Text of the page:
BBC News | 24 September 2010 | 22:34 GMT
A US Congress committee has approved a bill that would place retaliatory trade sanctions on China. It means the House of Representatives – the lower chamber of Congress – will vote on the bill next week. The bill would allow the US to impose import duties on countries that have fundamentally undervalued currencies. To become law, the bill would also need support in the Senate, which is less certain ahead of mid-term Congressional elections due in November.
The US accuses China of holding down the value of its currency, the yuan, in order to give its exports an unfair price advantage. "China’s persistent manipulation is a major distortion in the international marketplace," said Sander Levin, chairperson of the House Ways and Means committee. "[The yuan] has a major impact on American workers and therefore American jobs. That’s what this is really all about."
The draft legislation would require the US Commerce Department to determine the extent to which a currency is undervalued in any case of unfair trade practices brought to it. In August, the department decided to drop a more general investigation into the value of the yuan, despite deciding that China had unfairly subsidised its aluminium exporters.
The Congressional committee’s decision comes a day after US President Barack Obama spent most of a two-hour meeting with Chinese premier Wen Jiabao in New York pressing for a stronger yuan.
Reuters | Beijing | Fri Feb 19, 2010 | 12:27pm IST
China accused U.S. President Barack Obama of damaging ties by meeting the Dalai Lama and said it was up to Washington to repair relations between the two global powers, while stopping short of threats of retaliation. Obama held a low-key meeting in the White House on Thursday with the Dalai Lama, Tibet’s exiled leader, in the face of wider tensions with Beijing over U.S. weapons sales to Taiwan, China’s currency policies, trade disputes and Internet censorship. Beijing responded with predictably vehement words, but did not mention any broader retaliation that could deepen strains.
“The U.S. act amounted to serious interference in Chinese domestic affairs, and has seriously hurt the feelings of the Chinese people and seriously damaged China-U.S. relations,” Chinese Foreign Ministry spokesman Ma Zhaoxu said in a statement on the ministry website (www.mfa.gov.cn). The United States should “immediately take effective steps to eradicate the malign effects” of the meeting, said Ma. “Use concrete actions to promote the healthy and stable development of Sino-U.S. relations,” he said. China’s recent rancour over this and other disputes could complicate Obama’s efforts to secure its help on issues such as imposing tougher sanctions on Iran. It has threatened sanctions over the planned U.S. arms sales to Taiwan. Continue reading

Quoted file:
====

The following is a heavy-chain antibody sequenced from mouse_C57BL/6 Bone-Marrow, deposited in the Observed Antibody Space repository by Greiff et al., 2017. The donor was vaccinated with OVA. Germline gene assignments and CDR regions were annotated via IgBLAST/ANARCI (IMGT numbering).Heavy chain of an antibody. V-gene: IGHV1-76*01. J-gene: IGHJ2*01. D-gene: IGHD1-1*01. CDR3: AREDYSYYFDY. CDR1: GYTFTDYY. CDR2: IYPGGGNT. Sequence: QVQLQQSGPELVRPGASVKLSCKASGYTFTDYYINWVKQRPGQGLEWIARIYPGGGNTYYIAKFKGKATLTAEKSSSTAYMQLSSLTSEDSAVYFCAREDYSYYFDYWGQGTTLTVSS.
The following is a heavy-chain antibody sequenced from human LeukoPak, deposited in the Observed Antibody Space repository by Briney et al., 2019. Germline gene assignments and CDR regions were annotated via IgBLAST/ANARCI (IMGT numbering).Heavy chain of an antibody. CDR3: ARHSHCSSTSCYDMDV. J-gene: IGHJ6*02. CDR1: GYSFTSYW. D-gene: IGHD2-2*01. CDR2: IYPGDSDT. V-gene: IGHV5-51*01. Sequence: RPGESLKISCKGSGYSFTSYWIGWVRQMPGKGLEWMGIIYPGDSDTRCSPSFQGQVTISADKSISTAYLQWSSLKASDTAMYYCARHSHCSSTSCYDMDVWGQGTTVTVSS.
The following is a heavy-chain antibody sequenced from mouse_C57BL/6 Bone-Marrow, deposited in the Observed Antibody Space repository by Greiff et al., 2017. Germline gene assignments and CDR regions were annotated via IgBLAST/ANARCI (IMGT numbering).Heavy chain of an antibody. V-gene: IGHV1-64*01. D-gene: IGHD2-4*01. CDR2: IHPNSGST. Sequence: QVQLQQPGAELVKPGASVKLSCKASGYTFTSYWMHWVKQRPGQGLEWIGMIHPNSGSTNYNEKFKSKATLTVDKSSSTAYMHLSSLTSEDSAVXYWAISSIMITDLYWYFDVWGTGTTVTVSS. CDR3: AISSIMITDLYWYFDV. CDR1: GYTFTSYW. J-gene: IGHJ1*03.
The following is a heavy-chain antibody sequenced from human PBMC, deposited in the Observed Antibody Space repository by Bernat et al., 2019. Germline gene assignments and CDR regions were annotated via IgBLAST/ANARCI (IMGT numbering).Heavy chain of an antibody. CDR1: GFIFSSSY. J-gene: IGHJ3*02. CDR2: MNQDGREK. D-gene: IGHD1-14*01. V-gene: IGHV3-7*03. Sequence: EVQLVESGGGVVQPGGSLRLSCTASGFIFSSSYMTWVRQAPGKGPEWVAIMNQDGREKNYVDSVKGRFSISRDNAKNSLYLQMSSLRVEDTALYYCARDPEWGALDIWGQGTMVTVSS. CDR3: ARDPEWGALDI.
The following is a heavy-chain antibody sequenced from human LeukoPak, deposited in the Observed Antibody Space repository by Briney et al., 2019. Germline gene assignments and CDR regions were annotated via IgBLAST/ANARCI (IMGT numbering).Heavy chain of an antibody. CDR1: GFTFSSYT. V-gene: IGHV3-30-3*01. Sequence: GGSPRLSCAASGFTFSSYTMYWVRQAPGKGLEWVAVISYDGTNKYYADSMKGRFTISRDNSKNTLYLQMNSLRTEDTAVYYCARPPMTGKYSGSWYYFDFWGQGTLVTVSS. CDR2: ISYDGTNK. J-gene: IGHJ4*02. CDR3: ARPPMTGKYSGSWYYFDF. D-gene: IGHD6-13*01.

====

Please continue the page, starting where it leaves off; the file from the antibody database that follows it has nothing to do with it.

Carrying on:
BBC NEWS | 2010/02/04 | 09:38:17 GMT
- Google – China denies being behind an alleged cyber-attack on the US search engine
- Taiwan – a US sale of $6.4bn (£4bn) of defensive arms to Taiwan has angered Beijing
- Tibet – China says a US meeting with the Dalai Lama would “undermine relations”
- Trade – rows over imports and exports of meat, media, car tyres and raw materials
- Iran – the US fears China will not back tougher sanctions against Tehran over its nuclear programme
- Climate – the US is disappointed at China’s tough position at the Copenhagen Summit
China has hit back at the US a day after President Barack Obama promised to take a tougher line with Beijing over currency and trade. Chinese foreign ministry spokesman Ma Zhaoxu said the value of the Chinese Yuan was not the main reason for the country’s trade surplus with the US. Mr. Obama vowed to ensure countries were not giving their currencies an unfair advantage over the dollar. Ties between the US and China have been strained over an arms deal with Taiwan. Tensions have also risen over reports of Chinese cyber-attacks on US-run websites and a planned visit to the US by the Dalai Lama.
US companies have long complained that China keeps its currency artificially undervalued, allowing a steady flow of cheap exports around the world. At a meeting with Senate Democrats, Mr. Obama was asked whether the US would cut ties with Beijing over continuing trade Continue reading